We focus on the elusive but influential adult consumers that make up nearly 80% of the buying audience for young adult books. The discussion will explore why these readers like young adult books, how they find out about the books they read, what role media and word of mouth play in their choices and what they’d like to see more of in the coming seasons.

When Your Customer Had No Plan To Buy

Another of the broader issues the children’s book industry grapples with is a widespread report from surveyed buyers—usually parents in this case—that their purchases of children’s books for their kids are impromptu.

In a section of its Spring/Summer 2015 Children’s Deep Dive survey broken out in late August for the media, Nielsen’s staffers wrote:

Last year, US consumers bought 226 million children’s print books, with moms leading the charge to the register. According to Nielsen BookScan, the 2014 sales represent a 13% increase from 2013. And despite growing e-commerce options, consumers purchased half of the year’s books at physical stores. Over one-third of purchasers bought multiple books a month, and new research shows that very few actually planned their purchases. What does that mean? Kids’ books seem to fall squarely into the impulse purchase category.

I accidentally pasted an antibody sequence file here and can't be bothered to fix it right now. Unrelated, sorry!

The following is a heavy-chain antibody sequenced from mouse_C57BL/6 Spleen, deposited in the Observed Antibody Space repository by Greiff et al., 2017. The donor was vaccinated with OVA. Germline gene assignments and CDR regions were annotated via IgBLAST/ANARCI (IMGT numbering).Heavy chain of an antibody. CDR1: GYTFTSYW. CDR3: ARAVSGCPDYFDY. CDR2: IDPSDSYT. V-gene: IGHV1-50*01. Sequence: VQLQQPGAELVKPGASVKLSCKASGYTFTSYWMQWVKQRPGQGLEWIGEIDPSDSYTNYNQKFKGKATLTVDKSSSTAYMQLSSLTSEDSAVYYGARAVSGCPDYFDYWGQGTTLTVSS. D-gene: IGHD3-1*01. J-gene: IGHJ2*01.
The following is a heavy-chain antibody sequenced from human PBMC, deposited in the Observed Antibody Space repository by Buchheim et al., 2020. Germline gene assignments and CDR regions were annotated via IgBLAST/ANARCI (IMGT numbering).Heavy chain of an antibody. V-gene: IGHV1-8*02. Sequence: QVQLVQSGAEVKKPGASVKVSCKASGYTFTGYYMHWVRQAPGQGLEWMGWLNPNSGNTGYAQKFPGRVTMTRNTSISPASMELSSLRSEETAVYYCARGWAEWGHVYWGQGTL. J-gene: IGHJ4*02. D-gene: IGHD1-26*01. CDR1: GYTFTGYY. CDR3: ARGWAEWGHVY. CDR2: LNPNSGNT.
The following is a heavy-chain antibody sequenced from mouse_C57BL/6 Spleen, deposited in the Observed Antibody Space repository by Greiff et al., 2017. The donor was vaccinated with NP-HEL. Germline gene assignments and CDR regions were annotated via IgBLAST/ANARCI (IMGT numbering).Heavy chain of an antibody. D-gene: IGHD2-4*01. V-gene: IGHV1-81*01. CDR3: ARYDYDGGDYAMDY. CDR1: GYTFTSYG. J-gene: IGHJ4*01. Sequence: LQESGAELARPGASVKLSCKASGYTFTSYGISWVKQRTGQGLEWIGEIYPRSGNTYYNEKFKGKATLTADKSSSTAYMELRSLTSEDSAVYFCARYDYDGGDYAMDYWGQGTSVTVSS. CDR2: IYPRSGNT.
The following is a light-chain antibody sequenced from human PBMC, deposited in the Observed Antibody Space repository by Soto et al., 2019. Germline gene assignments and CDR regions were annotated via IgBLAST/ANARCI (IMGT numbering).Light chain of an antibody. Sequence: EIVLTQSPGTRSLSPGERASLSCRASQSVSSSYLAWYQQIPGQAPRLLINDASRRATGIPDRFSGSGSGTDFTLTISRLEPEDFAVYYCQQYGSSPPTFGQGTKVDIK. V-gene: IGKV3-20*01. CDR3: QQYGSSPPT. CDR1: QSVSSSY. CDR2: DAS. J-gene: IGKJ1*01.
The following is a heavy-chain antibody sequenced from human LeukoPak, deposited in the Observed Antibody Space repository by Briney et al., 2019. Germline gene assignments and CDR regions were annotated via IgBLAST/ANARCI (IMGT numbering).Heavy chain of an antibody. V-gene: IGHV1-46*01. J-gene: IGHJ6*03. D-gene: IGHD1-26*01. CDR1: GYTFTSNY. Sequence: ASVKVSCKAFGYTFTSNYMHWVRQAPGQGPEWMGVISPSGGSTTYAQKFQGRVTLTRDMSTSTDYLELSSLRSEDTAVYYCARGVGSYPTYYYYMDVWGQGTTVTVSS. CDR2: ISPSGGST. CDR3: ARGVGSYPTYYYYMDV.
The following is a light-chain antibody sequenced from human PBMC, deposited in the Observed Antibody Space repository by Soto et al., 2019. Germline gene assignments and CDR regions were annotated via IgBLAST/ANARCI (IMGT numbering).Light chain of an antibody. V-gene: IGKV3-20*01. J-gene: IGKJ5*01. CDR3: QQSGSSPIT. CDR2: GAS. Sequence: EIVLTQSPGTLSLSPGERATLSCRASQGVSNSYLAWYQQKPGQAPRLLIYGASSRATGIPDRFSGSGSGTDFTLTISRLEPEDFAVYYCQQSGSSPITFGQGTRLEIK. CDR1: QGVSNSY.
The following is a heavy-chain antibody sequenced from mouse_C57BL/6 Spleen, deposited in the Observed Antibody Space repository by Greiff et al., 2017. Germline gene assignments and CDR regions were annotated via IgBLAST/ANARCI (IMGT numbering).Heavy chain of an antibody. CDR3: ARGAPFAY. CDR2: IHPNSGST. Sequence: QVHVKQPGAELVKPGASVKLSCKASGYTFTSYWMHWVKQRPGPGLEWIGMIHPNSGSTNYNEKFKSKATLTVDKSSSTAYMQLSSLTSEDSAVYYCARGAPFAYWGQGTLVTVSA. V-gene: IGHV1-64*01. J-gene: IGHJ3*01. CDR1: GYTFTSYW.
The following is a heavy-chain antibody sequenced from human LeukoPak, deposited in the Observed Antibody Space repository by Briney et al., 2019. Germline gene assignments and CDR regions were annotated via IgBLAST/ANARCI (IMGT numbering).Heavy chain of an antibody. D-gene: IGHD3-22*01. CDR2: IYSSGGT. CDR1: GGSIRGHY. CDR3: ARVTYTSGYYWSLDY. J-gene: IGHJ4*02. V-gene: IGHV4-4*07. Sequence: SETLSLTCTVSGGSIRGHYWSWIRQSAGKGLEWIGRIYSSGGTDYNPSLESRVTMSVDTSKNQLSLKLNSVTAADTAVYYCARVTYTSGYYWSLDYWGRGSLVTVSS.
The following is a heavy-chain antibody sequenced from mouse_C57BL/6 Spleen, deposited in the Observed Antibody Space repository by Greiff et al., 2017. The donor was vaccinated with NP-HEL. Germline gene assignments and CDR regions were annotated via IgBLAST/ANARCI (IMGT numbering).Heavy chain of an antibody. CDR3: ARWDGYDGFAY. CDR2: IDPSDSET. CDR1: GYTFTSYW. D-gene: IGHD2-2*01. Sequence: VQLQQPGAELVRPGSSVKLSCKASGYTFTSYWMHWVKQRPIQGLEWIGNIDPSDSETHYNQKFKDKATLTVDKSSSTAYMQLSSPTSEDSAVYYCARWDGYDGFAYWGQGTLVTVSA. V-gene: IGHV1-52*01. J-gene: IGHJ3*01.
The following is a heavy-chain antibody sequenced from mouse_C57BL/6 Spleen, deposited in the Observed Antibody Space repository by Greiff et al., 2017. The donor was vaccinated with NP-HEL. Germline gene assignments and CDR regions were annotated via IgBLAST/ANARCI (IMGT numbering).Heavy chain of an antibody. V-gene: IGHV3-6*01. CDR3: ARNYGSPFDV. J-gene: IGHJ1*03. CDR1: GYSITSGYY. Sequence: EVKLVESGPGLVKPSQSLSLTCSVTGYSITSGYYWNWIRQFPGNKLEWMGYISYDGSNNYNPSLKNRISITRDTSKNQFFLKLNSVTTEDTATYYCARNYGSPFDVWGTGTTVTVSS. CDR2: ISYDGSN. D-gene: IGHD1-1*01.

If children’s book buys are being made on impulse, then trying to market to those consumer-parents is incredibly difficult. How do you target such an unfocused customer base?

When Your Consumers and Readers Are Teens

Suburban Teens on Reading, the Young Adult Label, and More

One of the most anticipated parts of the program on Wednesday will be the panel in which Retblatt moderates a discussion with teen readers.

This panel will explore myth versus reality when it comes to teens and reading, and will allow the audience to ask key questions directly to the teens themselves. We will cover topics such as sharing books, the importance of print and the influence of friends and family in what they choose to consume.

In staging this part of the day, Nielsen’s team works to sidestep a frequent problem of any survey work, the presence of intermediaries. This approach provides conference attendees the chance to make direct contact with some of the voices that contribute to the research, and to evaluate these young readers’ understandings of their own motivations and interests.

At my request, McLean gave a finely balanced report at the International Digital Book Forum (IDPF) Conference in May in New York, targeting teen reading as her topic.